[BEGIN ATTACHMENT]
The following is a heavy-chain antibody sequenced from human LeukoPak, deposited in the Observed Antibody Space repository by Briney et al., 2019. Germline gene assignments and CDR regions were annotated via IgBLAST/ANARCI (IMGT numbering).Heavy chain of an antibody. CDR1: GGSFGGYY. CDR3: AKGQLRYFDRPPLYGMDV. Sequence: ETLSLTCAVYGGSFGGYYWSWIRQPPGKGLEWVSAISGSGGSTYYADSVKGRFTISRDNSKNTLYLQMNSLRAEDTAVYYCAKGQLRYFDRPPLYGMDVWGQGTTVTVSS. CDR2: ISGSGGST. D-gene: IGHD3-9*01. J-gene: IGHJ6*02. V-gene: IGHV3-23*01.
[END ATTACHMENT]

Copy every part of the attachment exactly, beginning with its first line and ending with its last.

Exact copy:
The following is a heavy-chain antibody sequenced from human LeukoPak, deposited in the Observed Antibody Space repository by Briney et al., 2019. Germline gene assignments and CDR regions were annotated via IgBLAST/ANARCI (IMGT numbering).Heavy chain of an antibody. CDR1: GGSFGGYY. CDR3: AKGQLRYFDRPPLYGMDV. Sequence: ETLSLTCAVYGGSFGGYYWSWIRQPPGKGLEWVSAISGSGGSTYYADSVKGRFTISRDNSKNTLYLQMNSLRAEDTAVYYCAKGQLRYFDRPPLYGMDVWGQGTTVTVSS. CDR2: ISGSGGST. D-gene: IGHD3-9*01. J-gene: IGHJ6*02. V-gene: IGHV3-23*01.